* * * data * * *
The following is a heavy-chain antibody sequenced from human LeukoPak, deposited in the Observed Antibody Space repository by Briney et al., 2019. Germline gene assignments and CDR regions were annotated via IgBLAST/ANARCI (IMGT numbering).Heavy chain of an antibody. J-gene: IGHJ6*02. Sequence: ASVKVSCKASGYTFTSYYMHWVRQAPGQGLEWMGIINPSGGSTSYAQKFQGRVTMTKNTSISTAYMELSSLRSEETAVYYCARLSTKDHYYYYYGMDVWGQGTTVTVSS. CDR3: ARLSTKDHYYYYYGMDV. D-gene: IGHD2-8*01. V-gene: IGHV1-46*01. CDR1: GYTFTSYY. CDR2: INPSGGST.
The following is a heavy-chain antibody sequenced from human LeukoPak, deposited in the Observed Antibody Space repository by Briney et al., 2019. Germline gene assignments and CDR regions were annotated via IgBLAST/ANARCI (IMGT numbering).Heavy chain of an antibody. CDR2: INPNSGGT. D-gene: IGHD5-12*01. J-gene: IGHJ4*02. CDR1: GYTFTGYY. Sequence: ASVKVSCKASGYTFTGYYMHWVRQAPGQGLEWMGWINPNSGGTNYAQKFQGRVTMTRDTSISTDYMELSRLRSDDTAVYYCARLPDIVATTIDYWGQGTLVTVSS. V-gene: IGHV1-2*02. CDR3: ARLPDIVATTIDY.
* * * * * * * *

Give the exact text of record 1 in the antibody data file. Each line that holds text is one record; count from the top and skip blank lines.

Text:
The following is a heavy-chain antibody sequenced from human LeukoPak, deposited in the Observed Antibody Space repository by Briney et al., 2019. Germline gene assignments and CDR regions were annotated via IgBLAST/ANARCI (IMGT numbering).Heavy chain of an antibody. J-gene: IGHJ6*02. Sequence: ASVKVSCKASGYTFTSYYMHWVRQAPGQGLEWMGIINPSGGSTSYAQKFQGRVTMTKNTSISTAYMELSSLRSEETAVYYCARLSTKDHYYYYYGMDVWGQGTTVTVSS. CDR3: ARLSTKDHYYYYYGMDV. D-gene: IGHD2-8*01. V-gene: IGHV1-46*01. CDR1: GYTFTSYY. CDR2: INPSGGST.